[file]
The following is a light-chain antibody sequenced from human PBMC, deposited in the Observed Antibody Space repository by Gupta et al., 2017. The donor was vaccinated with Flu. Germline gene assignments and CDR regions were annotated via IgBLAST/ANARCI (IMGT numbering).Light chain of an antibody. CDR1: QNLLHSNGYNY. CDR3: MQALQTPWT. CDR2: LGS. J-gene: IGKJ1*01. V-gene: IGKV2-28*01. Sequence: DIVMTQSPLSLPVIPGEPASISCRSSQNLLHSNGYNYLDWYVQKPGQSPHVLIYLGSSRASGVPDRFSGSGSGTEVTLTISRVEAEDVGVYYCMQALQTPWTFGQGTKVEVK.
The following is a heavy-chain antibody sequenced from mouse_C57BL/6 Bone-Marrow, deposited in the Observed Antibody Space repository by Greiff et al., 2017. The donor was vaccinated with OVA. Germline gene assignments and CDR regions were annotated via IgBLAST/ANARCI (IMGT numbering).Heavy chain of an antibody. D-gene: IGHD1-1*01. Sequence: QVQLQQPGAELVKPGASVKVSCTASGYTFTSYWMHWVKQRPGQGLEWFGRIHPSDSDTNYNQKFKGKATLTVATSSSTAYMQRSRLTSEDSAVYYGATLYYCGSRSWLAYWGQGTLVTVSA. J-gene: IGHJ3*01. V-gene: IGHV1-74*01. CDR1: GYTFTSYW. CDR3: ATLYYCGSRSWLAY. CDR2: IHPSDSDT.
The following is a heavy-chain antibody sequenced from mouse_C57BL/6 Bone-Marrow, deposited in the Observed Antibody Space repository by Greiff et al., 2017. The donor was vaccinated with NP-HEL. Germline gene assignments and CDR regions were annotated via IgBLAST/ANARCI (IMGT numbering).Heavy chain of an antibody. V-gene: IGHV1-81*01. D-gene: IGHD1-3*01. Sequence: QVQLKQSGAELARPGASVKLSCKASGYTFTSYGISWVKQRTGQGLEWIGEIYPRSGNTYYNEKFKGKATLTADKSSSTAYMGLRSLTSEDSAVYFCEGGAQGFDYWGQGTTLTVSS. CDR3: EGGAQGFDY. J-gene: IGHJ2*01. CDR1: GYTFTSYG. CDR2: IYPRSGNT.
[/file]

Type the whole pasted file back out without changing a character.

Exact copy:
The following is a light-chain antibody sequenced from human PBMC, deposited in the Observed Antibody Space repository by Gupta et al., 2017. The donor was vaccinated with Flu. Germline gene assignments and CDR regions were annotated via IgBLAST/ANARCI (IMGT numbering).Light chain of an antibody. CDR1: QNLLHSNGYNY. CDR3: MQALQTPWT. CDR2: LGS. J-gene: IGKJ1*01. V-gene: IGKV2-28*01. Sequence: DIVMTQSPLSLPVIPGEPASISCRSSQNLLHSNGYNYLDWYVQKPGQSPHVLIYLGSSRASGVPDRFSGSGSGTEVTLTISRVEAEDVGVYYCMQALQTPWTFGQGTKVEVK.
The following is a heavy-chain antibody sequenced from mouse_C57BL/6 Bone-Marrow, deposited in the Observed Antibody Space repository by Greiff et al., 2017. The donor was vaccinated with OVA. Germline gene assignments and CDR regions were annotated via IgBLAST/ANARCI (IMGT numbering).Heavy chain of an antibody. D-gene: IGHD1-1*01. Sequence: QVQLQQPGAELVKPGASVKVSCTASGYTFTSYWMHWVKQRPGQGLEWFGRIHPSDSDTNYNQKFKGKATLTVATSSSTAYMQRSRLTSEDSAVYYGATLYYCGSRSWLAYWGQGTLVTVSA. J-gene: IGHJ3*01. V-gene: IGHV1-74*01. CDR1: GYTFTSYW. CDR3: ATLYYCGSRSWLAY. CDR2: IHPSDSDT.
The following is a heavy-chain antibody sequenced from mouse_C57BL/6 Bone-Marrow, deposited in the Observed Antibody Space repository by Greiff et al., 2017. The donor was vaccinated with NP-HEL. Germline gene assignments and CDR regions were annotated via IgBLAST/ANARCI (IMGT numbering).Heavy chain of an antibody. V-gene: IGHV1-81*01. D-gene: IGHD1-3*01. Sequence: QVQLKQSGAELARPGASVKLSCKASGYTFTSYGISWVKQRTGQGLEWIGEIYPRSGNTYYNEKFKGKATLTADKSSSTAYMGLRSLTSEDSAVYFCEGGAQGFDYWGQGTTLTVSS. CDR3: EGGAQGFDY. J-gene: IGHJ2*01. CDR1: GYTFTSYG. CDR2: IYPRSGNT.